It's smart -- and fun -- to destroy your papers

Jim Stickley, High-tech Hacker For Hire

Consuming Interests

October 09, 2005|By DAN THANH DANG | DAN THANH DANG,SUN REPORTER

Do you shred?

Does the sound of razor-sharp blades slicing and dicing paper make you gleeful? Are you finding yourself shoving all manner of things into your shredder just to see what happens, whether it's paper, plastic or metal (darn those paper clips!)? Do you breathe a sigh of relief after you watch that MasterCard bill from 1989 transform into confetti?

If so, welcome to Club Shred, fellow destroyer of all things tangible that could do us harm.

It's not an exclusive club. Anyone can join. Members tend to be fairly smart and maybe a little bit odd. The only condition is that you must shred.

Why smart, you ask?

Because shredders know that identity theft is the fastest-growing crime in the U.S.A., according to the National Crime Prevention Council. Because they're also aware that almost 10 million Americans were the victim of some sort of identity theft in 2003, according to the Federal Trade Commission.

And why odd?

Because destroying documents seems to make people happy. Smiley, even.

"I think it brings out the kid in us," says Naveena Hemanth, a child and adolescent psychiatrist based in Rockville. "Kids are destructive. It's a good feeling to destroy. It feels good to tear things apart. It's kind of fun and kind of neat. Aggression is part of the emotions you learn to feel as you're growing up, but you also learn to suppress it.

"In all of us, there is a kid somewhere," Hemanth says. "Shredding can validate the destruction that we have suppressed for so long."

Bill Simpson is a believer. He bought his first shredder a few years ago and says he feels a sense of relief and happiness every time he watches his life on paper get slashed to bits.

"With all you hear about the identity theft problem, it got me worried and concerned enough that I don't want to put anything out in the trash," the 50-year-old Finksburg resident says. "I shred everything and anything."

These days, Simpson foregoes his puny personal shredder. He accumulates so much paperwork that he calls on Secured Shredding Services to mass mince his records.

Secured Shredding, a two-year-old company in Finksburg, is part of growing industry of shredders. You would think its mobile services truck -- which visits various communities in the Baltimore region intermittently -- was the ice cream man the way people line up to watch their boxes filled with secrets deliciously disappear.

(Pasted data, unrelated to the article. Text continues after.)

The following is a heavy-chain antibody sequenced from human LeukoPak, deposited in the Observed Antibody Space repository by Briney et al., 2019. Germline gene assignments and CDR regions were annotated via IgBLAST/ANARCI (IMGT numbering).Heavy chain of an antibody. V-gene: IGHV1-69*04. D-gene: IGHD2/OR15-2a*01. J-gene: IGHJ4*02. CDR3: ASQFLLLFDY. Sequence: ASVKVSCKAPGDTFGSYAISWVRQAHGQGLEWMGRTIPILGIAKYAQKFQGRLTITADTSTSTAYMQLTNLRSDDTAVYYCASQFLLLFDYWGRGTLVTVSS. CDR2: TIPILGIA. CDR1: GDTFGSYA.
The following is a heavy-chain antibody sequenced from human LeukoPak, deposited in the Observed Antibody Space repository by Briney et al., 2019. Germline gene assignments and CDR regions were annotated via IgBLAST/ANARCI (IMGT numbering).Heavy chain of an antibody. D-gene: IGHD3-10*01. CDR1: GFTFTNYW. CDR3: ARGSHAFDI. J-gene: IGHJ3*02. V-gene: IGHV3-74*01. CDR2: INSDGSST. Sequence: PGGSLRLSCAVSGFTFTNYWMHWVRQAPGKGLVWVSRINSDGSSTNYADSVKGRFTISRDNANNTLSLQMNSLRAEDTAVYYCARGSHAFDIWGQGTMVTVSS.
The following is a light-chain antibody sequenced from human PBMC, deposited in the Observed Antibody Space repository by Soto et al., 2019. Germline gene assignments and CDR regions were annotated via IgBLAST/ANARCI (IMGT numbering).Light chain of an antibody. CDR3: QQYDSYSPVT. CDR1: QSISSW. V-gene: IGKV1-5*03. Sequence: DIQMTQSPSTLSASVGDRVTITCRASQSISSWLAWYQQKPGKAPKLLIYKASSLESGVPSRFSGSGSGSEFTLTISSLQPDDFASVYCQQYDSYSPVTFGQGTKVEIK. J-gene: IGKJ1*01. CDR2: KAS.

But seriously, if you're not a shredder, you should be.

Just listen to Jim Stickley, who believes shredders ought to be as ubiquitous in the home as fire detectors. Both can save you from catastrophe and financial ruin.

"Most people think, 'It won't happen to me,'" Stickley says. "People are living in a dream world if they think their data is not that important. There are bad people out there. It doesn't take much to ruin someone's life..."

Stickley knows. Financial institutions hire the 34-year-old San Diego man to rob them of something more valuable than cash. While his high-tech hacking skills can garner loads of information from the computer, good, old-fashioned paperwork is easier to grab and just as valuable, says Stickley who specializes in dumpster diving.

On the job, Stickley -- who sometimes poses as a client or a fire marshal to gain access to buildings -- has found "the most frightening things in the garbage." Loan applications. Voided checks. Deposit slips. Patent applications. E-mail addresses. Client names and telephone numbers on scraps of paper. Bills. Pre-approval letters from the bank.

People and businesses are often aware of the need for security when protecting computers and buildings from evil-doers, but many don't realize the need to safeguard the stuff that's sitting around the house, lying in the mailbox or rotting in the trash that can reveal all the confidential facts any low-down sneak would need to bleed them dry.

Even an e-mail address written on a napkin can be useful, Stickley says. Someone with too much time on their hands could use that address to sign you up for spam and annoying Internet offers.

That might sound unlikely, but Stickley warns, "You should be a little paranoid."

So if you're still one of those people ripping bills to pieces with your bare hands, we say, "Run, Don't Walk to an office supply store." Shredders are fairly cheap these days. You don't need a monster shredder (but how cool would that be?!). Join the club. Experience the joy of destruction.

If you're one of those loons who still tosses everything in the garbage intact, believing your rubbish is safe enough, then we say, "Wake Up, You Big Nutbar. It's the 21st century."

But then again, we are just a little bit paranoid and maybe, we just like destroying things a tad too much.

......................

dan.thanh.dang@baltsun.com

"MOST PEOPLE THINK, 'IT WON'T HAPPEN TO ME.' PEOPLE ARE LIVING IN A DREAM WORLD IF THEY THINK THEIR DATA IS NOT THAT IMPORTANT. THERE ARE BAD PEOPLE OUT THERE."

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